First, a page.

BY Kevin Reene, PE

Accurate data is essential to the success of any engineering project, but manual data entry and quality assurance is time-consuming. By incorporating automatic data acquisition capabilities into industry standard software, innovative engineer-procure-construct companies are helping their clients bring high-quality products to market faster.

Large engineering projects involve millions of individual components, each of which must be identified precisely and consistently in all documents produced for a construction package. Construction package quality requires accurate data in everything from the piping and instrumentation diagram (P&ID) to the piping isometrics.

Historically, the associated data entry and quality assurance process has been manual, which is time-consuming and labor-intensive. Engineer-procure-construct (EPC) companies have been forced to seek a balance between investing large amounts of time in manual data entry and quality assurance and delivering on their clients’ need to bring a high-quality product to market as quickly as possible.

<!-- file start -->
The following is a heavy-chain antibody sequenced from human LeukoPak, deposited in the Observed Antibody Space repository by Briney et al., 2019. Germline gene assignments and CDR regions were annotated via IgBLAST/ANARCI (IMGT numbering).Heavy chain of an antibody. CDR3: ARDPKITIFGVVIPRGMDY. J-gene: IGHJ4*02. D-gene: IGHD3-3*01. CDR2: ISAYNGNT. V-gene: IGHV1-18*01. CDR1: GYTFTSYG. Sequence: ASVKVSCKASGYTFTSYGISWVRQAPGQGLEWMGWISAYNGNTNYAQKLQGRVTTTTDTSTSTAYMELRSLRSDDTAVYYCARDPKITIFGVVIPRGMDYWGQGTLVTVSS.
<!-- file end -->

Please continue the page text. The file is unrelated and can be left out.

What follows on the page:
Today, innovative uses of engineering design software make it possible for EPC companies to offer their clients the best of both worlds. By entering data once and then automating the sharing of the data to all construction deliverables, design teams are streamlining the data entry process, eliminating errors and freeing up more time for engineers to do what they do best: design, construct and commission highly effective projects, on time and on budget.

This paper will consider the current state of data entry and design management software in the engineering industry, explore some of the most innovative approaches to data acquisition for engineering projects, and outline the connective benefits these innovations offer to the many types of companies that hire EPC firms.


On most engineering projects the same data is reported across numerous project deliverables. The engineering and design teams responsible for producing these documents enter the data manually, duplicate it in a variety of formats and spend hours reviewing all instances for accuracy. Figure 1 shows the default separation of data within industry software.

FIGURE 1: P3D Automation Figures (Before).

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Industry standard software suites, such as AutoCAD Plant 3D or SmartPlant 3D, have many basic data connections in place to streamline this process and support production quality within similar deliverables. On P&IDs, annotations connect data fields and display them as text. If a data field is changed, all impacted annotations update automatically. Similarly, off-page connectors link line number data, so connected lines maintain the same information. When there is a discrepancy, the designer is flagged.